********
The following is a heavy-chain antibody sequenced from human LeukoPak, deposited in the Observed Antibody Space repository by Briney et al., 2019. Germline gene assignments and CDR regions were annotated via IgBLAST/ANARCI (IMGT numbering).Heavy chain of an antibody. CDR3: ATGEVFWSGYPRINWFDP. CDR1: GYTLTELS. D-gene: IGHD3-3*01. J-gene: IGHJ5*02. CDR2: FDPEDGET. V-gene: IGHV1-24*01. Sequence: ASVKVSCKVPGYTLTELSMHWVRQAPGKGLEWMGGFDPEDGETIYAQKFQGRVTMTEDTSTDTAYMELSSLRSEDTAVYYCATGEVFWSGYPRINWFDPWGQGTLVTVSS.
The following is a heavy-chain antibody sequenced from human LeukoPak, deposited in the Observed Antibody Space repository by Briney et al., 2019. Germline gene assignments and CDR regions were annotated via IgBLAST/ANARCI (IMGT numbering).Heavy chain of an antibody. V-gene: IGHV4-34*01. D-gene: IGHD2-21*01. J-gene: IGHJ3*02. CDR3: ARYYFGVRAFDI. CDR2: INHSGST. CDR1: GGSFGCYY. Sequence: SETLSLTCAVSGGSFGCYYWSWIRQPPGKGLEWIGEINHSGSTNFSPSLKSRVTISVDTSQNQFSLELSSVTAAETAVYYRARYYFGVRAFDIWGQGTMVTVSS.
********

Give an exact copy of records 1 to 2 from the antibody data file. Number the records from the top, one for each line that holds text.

The following is a heavy-chain antibody sequenced from human LeukoPak, deposited in the Observed Antibody Space repository by Briney et al., 2019. Germline gene assignments and CDR regions were annotated via IgBLAST/ANARCI (IMGT numbering).Heavy chain of an antibody. CDR3: ATGEVFWSGYPRINWFDP. CDR1: GYTLTELS. D-gene: IGHD3-3*01. J-gene: IGHJ5*02. CDR2: FDPEDGET. V-gene: IGHV1-24*01. Sequence: ASVKVSCKVPGYTLTELSMHWVRQAPGKGLEWMGGFDPEDGETIYAQKFQGRVTMTEDTSTDTAYMELSSLRSEDTAVYYCATGEVFWSGYPRINWFDPWGQGTLVTVSS.
The following is a heavy-chain antibody sequenced from human LeukoPak, deposited in the Observed Antibody Space repository by Briney et al., 2019. Germline gene assignments and CDR regions were annotated via IgBLAST/ANARCI (IMGT numbering).Heavy chain of an antibody. V-gene: IGHV4-34*01. D-gene: IGHD2-21*01. J-gene: IGHJ3*02. CDR3: ARYYFGVRAFDI. CDR2: INHSGST. CDR1: GGSFGCYY. Sequence: SETLSLTCAVSGGSFGCYYWSWIRQPPGKGLEWIGEINHSGSTNFSPSLKSRVTISVDTSQNQFSLELSSVTAAETAVYYRARYYFGVRAFDIWGQGTMVTVSS.